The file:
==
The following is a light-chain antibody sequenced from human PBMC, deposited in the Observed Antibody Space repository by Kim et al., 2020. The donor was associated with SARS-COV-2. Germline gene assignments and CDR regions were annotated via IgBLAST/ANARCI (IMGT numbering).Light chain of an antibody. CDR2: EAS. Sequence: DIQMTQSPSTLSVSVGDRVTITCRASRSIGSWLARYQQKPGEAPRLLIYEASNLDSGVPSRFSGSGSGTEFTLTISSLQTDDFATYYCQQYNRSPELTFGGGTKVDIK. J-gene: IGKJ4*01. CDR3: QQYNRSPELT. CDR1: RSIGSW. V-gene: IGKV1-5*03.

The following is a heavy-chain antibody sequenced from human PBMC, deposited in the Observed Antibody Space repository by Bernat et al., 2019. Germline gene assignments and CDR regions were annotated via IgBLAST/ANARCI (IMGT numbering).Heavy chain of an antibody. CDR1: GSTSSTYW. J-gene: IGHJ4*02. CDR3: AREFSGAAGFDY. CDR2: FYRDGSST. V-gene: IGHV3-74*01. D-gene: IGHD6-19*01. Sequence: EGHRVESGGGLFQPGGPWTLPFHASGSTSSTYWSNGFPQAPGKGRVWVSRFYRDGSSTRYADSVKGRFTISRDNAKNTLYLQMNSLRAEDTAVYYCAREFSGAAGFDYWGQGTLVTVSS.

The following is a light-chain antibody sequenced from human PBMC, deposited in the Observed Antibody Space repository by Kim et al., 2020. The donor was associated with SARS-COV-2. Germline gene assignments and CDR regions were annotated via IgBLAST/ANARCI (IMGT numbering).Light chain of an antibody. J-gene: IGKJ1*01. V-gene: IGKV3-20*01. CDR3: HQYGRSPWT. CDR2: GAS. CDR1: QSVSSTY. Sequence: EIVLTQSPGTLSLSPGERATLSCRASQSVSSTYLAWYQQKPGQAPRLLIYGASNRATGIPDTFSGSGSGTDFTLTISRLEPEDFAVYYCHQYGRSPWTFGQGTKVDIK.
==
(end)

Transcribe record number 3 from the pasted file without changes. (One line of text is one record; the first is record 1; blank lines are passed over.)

The following is a light-chain antibody sequenced from human PBMC, deposited in the Observed Antibody Space repository by Kim et al., 2020. The donor was associated with SARS-COV-2. Germline gene assignments and CDR regions were annotated via IgBLAST/ANARCI (IMGT numbering).Light chain of an antibody. J-gene: IGKJ1*01. V-gene: IGKV3-20*01. CDR3: HQYGRSPWT. CDR2: GAS. CDR1: QSVSSTY. Sequence: EIVLTQSPGTLSLSPGERATLSCRASQSVSSTYLAWYQQKPGQAPRLLIYGASNRATGIPDTFSGSGSGTDFTLTISRLEPEDFAVYYCHQYGRSPWTFGQGTKVDIK.